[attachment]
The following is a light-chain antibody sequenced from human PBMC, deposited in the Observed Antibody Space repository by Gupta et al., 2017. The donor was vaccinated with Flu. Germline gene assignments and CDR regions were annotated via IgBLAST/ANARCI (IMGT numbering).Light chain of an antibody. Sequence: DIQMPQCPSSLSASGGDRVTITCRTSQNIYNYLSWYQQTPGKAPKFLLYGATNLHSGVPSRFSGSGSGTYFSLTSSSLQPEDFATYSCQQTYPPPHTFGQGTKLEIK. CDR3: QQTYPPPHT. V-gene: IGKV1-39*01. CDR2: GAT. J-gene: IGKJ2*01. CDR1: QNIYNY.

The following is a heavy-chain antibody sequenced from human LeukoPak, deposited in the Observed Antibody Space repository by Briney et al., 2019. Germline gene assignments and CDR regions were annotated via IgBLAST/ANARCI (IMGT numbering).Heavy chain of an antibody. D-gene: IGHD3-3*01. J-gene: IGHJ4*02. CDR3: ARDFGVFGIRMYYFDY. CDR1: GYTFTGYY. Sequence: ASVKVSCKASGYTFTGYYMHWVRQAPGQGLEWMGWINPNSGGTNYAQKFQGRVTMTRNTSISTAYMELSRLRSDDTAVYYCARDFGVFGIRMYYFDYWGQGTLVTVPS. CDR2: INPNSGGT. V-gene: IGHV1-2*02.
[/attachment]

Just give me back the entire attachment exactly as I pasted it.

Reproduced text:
The following is a light-chain antibody sequenced from human PBMC, deposited in the Observed Antibody Space repository by Gupta et al., 2017. The donor was vaccinated with Flu. Germline gene assignments and CDR regions were annotated via IgBLAST/ANARCI (IMGT numbering).Light chain of an antibody. Sequence: DIQMPQCPSSLSASGGDRVTITCRTSQNIYNYLSWYQQTPGKAPKFLLYGATNLHSGVPSRFSGSGSGTYFSLTSSSLQPEDFATYSCQQTYPPPHTFGQGTKLEIK. CDR3: QQTYPPPHT. V-gene: IGKV1-39*01. CDR2: GAT. J-gene: IGKJ2*01. CDR1: QNIYNY.

The following is a heavy-chain antibody sequenced from human LeukoPak, deposited in the Observed Antibody Space repository by Briney et al., 2019. Germline gene assignments and CDR regions were annotated via IgBLAST/ANARCI (IMGT numbering).Heavy chain of an antibody. D-gene: IGHD3-3*01. J-gene: IGHJ4*02. CDR3: ARDFGVFGIRMYYFDY. CDR1: GYTFTGYY. Sequence: ASVKVSCKASGYTFTGYYMHWVRQAPGQGLEWMGWINPNSGGTNYAQKFQGRVTMTRNTSISTAYMELSRLRSDDTAVYYCARDFGVFGIRMYYFDYWGQGTLVTVPS. CDR2: INPNSGGT. V-gene: IGHV1-2*02.